The few weeks before Winter Break are some of the busiest you’ll find in the classroom. Aside from the typical academic work, there is a buzz of excitement coming from students and teachers alike. Everyone is looking forward to those days off and for the opportunity to spend time with family. For many students, opening presents is the real thing to celebrate. Depending on where you live and who your students are, you may find that not everyone celebrates the same holidays as you. Some families may have their own special traditions. What an amazing learning opportunity this can be! As you get ready for the much deserved break, here are some quick tips to keep in mind as you prep for the holiday fun!
Honoring All Celebrations
If you haven’t already done so, the best place to begin is to find out what holidays your students celebrate. As always, the strongest resource will be the parents in the class. Sending home a questionnaire or giving a quick phone call is a seamless way to learn about what should be featured in your classroom. Some parents may even go above and beyond to offer their services with special holiday decor or treats.
Even if a major holiday isn’t celebrated by one of your students, it can still be a fun opportunity to explore something new. In the past, I have buddied up with another teacher and she was able to share her traditions with my class. Your students will have so much fun and grow an appreciation for cultures that may differ from their own.
Thinking of Those Who Don’t Celebrate
Some faiths and students don’t celebrate any particular winter holidays. It is just as important to make those individuals feel included. In my classroom, I’ve been sure to incorporate fun, winter activities that don’t focus on any holiday motifs. Think about snowmen, gingerbread, or even penguins. I know many teachers who spend time on holiday crafts. If you have a wide variety of holiday traditions in your classroom, it may be best to pick one that would work with a Christmas tree, menorah, kinara, or what your students have at home.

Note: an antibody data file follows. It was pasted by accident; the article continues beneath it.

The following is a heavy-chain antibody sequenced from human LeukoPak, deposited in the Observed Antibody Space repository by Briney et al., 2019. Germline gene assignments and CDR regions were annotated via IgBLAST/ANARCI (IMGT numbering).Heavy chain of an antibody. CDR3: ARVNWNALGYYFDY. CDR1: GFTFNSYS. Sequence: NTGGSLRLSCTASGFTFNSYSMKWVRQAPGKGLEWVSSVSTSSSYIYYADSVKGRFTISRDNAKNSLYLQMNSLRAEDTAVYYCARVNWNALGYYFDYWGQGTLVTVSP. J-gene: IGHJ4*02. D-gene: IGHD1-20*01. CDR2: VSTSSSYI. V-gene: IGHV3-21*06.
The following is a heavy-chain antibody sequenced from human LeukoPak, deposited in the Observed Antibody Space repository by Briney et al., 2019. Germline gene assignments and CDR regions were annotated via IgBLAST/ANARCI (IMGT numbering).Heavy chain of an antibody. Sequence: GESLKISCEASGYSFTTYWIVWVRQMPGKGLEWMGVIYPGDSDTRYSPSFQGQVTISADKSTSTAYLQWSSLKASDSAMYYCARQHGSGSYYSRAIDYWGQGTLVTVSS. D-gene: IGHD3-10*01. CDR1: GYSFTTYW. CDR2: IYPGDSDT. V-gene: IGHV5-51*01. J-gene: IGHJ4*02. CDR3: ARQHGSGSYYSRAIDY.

Going Beyond ‘Big Gifts’
The final group I want you to think about are the students who may not have the resources to have a big winter celebration. 2020 has been a difficult year for so many and you may not be aware of what’s financially going on at home. Even though children get the most excited about the prospect of gifts and toys, attempt to steer the conversation towards what really matters… things like kindness, compassion, and love come to mind for me. This will be even more important after you come back from winter break. Some of your students, of course, will be gushing about their new toys or where they vacationed. Others may not have that experience. This can be a fine line, but it honestly depends on what your classroom looks like. A good idea is to begin by celebrating the New Year and setting new goals with your students for 2021.
An Inclusive Holiday Activity